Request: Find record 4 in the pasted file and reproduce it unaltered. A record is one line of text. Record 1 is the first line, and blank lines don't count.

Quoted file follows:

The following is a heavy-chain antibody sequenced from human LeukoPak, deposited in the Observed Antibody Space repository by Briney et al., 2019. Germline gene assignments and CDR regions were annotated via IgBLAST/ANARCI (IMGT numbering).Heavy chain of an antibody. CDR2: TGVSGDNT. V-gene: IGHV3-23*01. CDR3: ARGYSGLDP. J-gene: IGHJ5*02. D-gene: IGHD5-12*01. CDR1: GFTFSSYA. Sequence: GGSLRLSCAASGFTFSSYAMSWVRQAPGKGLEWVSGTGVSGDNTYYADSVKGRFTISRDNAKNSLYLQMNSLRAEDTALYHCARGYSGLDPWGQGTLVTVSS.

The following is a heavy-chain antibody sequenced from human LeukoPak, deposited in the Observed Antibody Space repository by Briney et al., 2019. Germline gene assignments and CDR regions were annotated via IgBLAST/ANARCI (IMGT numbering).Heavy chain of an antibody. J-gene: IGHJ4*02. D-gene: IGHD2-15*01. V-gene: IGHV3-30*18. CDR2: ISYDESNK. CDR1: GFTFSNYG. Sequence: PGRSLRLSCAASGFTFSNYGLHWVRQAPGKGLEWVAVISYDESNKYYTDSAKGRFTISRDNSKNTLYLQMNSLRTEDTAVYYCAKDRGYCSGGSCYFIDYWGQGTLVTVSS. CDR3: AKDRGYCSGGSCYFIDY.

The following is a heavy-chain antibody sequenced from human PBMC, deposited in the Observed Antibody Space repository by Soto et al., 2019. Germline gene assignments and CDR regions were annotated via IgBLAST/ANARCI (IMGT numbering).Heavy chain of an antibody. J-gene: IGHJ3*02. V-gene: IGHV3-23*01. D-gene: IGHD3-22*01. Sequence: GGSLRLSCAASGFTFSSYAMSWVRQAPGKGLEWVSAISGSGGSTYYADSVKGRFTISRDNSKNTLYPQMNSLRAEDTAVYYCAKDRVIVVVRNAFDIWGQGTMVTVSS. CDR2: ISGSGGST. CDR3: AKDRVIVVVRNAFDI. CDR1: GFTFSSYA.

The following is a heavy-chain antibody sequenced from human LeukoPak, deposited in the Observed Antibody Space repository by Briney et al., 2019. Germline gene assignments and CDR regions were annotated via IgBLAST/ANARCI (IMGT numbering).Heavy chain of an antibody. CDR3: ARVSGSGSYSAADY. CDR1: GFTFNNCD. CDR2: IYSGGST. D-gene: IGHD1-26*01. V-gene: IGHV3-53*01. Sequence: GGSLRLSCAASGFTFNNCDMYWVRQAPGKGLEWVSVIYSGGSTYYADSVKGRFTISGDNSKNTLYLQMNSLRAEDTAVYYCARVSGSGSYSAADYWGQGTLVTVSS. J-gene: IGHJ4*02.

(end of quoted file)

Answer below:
The following is a heavy-chain antibody sequenced from human LeukoPak, deposited in the Observed Antibody Space repository by Briney et al., 2019. Germline gene assignments and CDR regions were annotated via IgBLAST/ANARCI (IMGT numbering).Heavy chain of an antibody. CDR3: ARVSGSGSYSAADY. CDR1: GFTFNNCD. CDR2: IYSGGST. D-gene: IGHD1-26*01. V-gene: IGHV3-53*01. Sequence: GGSLRLSCAASGFTFNNCDMYWVRQAPGKGLEWVSVIYSGGSTYYADSVKGRFTISGDNSKNTLYLQMNSLRAEDTAVYYCARVSGSGSYSAADYWGQGTLVTVSS. J-gene: IGHJ4*02.